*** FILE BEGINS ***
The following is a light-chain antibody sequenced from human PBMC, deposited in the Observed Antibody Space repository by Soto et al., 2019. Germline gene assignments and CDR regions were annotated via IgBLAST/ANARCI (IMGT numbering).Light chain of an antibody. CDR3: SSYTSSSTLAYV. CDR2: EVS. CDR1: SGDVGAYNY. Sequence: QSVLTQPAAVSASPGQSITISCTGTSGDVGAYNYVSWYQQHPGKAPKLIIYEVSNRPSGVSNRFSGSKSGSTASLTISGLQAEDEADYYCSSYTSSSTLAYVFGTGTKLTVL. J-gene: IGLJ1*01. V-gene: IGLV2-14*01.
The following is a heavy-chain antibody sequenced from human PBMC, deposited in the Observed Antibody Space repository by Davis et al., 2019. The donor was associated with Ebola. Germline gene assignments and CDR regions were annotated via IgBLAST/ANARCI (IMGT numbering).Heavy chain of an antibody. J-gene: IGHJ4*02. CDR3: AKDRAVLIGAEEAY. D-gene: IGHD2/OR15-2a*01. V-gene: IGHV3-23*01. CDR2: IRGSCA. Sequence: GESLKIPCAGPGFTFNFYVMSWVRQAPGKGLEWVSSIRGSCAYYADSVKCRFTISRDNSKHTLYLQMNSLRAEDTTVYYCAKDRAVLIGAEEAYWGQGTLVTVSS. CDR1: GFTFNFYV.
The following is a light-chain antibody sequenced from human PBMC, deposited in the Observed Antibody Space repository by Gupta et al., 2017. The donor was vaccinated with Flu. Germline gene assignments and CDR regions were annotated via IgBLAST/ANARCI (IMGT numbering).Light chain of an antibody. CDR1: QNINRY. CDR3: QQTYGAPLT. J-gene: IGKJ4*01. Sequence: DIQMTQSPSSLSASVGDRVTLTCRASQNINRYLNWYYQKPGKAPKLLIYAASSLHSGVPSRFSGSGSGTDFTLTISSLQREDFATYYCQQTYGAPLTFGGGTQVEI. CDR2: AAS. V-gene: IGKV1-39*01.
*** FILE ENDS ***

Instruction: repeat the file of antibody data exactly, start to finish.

The following is a light-chain antibody sequenced from human PBMC, deposited in the Observed Antibody Space repository by Soto et al., 2019. Germline gene assignments and CDR regions were annotated via IgBLAST/ANARCI (IMGT numbering).Light chain of an antibody. CDR3: SSYTSSSTLAYV. CDR2: EVS. CDR1: SGDVGAYNY. Sequence: QSVLTQPAAVSASPGQSITISCTGTSGDVGAYNYVSWYQQHPGKAPKLIIYEVSNRPSGVSNRFSGSKSGSTASLTISGLQAEDEADYYCSSYTSSSTLAYVFGTGTKLTVL. J-gene: IGLJ1*01. V-gene: IGLV2-14*01.
The following is a heavy-chain antibody sequenced from human PBMC, deposited in the Observed Antibody Space repository by Davis et al., 2019. The donor was associated with Ebola. Germline gene assignments and CDR regions were annotated via IgBLAST/ANARCI (IMGT numbering).Heavy chain of an antibody. J-gene: IGHJ4*02. CDR3: AKDRAVLIGAEEAY. D-gene: IGHD2/OR15-2a*01. V-gene: IGHV3-23*01. CDR2: IRGSCA. Sequence: GESLKIPCAGPGFTFNFYVMSWVRQAPGKGLEWVSSIRGSCAYYADSVKCRFTISRDNSKHTLYLQMNSLRAEDTTVYYCAKDRAVLIGAEEAYWGQGTLVTVSS. CDR1: GFTFNFYV.
The following is a light-chain antibody sequenced from human PBMC, deposited in the Observed Antibody Space repository by Gupta et al., 2017. The donor was vaccinated with Flu. Germline gene assignments and CDR regions were annotated via IgBLAST/ANARCI (IMGT numbering).Light chain of an antibody. CDR1: QNINRY. CDR3: QQTYGAPLT. J-gene: IGKJ4*01. Sequence: DIQMTQSPSSLSASVGDRVTLTCRASQNINRYLNWYYQKPGKAPKLLIYAASSLHSGVPSRFSGSGSGTDFTLTISSLQREDFATYYCQQTYGAPLTFGGGTQVEI. CDR2: AAS. V-gene: IGKV1-39*01.